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|Jun-06-10|| ||Marmot PFL: <VincentL> Black should not be forced to move his king to the back row, nor to guard the g pawn which is not going anywhere anyway. He could play 61...Bd6 62 Kxf5 for example and answer Ke4 with Kd6 to stop Kd5. If white ever plays d5 than this is no longer an option and Kb6 can be answered by Bb8. Not positive that black can draw, but I can't find a winning plan for white.|
|Jun-06-10|| ||shatranj7: This really didn't deserve "insane" status. I found the first move at first glance, and the winning line a few minutes later. If a patzer like me can do that, then the problem is certainly difficult, at best.|
|Jun-06-10|| ||kellmano: <OBIT: "Too easy for a Sunday"|
Oh, funny. You played 59. c4 not so much because you could visualize the winning position but because 59. cd seemed too obvious. Do you see why 59. cd does NOT work? Do you see the zugzwang positions (and there are at least a few) that give White the win after 59. c4? In a real game, wouldn't you just play 59. cd, figuring three pawns are better than two? (Remember, if you don't take this pawn it can be sacrificed, pulling the bishop away and allowing the Black king to grab one of the pawns.)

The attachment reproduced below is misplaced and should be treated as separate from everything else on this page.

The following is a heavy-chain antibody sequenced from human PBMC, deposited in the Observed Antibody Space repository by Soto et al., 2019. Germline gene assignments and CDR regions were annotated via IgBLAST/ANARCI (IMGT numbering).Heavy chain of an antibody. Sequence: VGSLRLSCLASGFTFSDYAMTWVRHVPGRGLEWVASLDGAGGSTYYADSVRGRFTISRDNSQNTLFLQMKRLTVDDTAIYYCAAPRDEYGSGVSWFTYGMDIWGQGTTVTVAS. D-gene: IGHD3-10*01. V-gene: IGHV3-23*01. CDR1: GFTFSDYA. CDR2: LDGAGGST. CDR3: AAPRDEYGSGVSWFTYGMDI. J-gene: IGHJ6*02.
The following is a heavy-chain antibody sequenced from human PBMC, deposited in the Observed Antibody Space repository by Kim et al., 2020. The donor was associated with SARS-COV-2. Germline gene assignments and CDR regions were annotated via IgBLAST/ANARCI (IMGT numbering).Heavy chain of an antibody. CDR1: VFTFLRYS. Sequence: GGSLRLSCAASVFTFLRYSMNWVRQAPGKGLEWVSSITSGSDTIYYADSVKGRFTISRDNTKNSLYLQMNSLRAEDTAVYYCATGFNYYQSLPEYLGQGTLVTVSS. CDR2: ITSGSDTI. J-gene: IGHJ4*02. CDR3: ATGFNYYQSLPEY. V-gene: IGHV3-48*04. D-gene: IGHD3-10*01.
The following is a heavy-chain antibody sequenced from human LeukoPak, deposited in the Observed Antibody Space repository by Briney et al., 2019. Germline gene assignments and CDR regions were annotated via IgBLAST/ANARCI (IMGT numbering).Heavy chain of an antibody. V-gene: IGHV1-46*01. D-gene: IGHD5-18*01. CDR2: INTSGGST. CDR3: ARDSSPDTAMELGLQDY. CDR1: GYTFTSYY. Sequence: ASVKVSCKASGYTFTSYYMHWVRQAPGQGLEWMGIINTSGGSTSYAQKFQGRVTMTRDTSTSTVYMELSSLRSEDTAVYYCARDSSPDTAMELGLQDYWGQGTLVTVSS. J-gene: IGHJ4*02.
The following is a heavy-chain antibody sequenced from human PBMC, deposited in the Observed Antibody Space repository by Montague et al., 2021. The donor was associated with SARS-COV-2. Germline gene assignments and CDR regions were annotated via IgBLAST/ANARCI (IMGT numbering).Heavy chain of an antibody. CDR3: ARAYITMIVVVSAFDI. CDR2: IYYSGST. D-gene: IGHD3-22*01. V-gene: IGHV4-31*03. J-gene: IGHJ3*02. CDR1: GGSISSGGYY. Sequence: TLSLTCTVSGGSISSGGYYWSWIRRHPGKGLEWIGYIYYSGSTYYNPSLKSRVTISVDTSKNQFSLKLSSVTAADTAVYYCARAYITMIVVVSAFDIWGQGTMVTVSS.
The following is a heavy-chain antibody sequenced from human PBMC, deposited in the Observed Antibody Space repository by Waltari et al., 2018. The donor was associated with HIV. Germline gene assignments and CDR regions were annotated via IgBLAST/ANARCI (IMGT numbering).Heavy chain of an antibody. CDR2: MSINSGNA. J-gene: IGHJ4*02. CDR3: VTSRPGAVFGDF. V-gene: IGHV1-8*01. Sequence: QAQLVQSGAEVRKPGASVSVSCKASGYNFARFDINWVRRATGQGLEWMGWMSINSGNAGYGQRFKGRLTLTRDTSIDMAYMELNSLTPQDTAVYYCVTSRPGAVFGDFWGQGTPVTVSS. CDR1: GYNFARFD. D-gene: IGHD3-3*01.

You guys kill me. You guessed the right way to get on the horse, and now you're taking credit for winning the Kentucky Derby.>
Great comment man. As if the solution would be 'cxd winning a pawn'. The difficulty is in what ensues, not the initial position. Nice horse-racing analogy as well.
|Jun-06-10|| ||VincentL: <Once>"The only competition is with ourselves".|
I agree with this.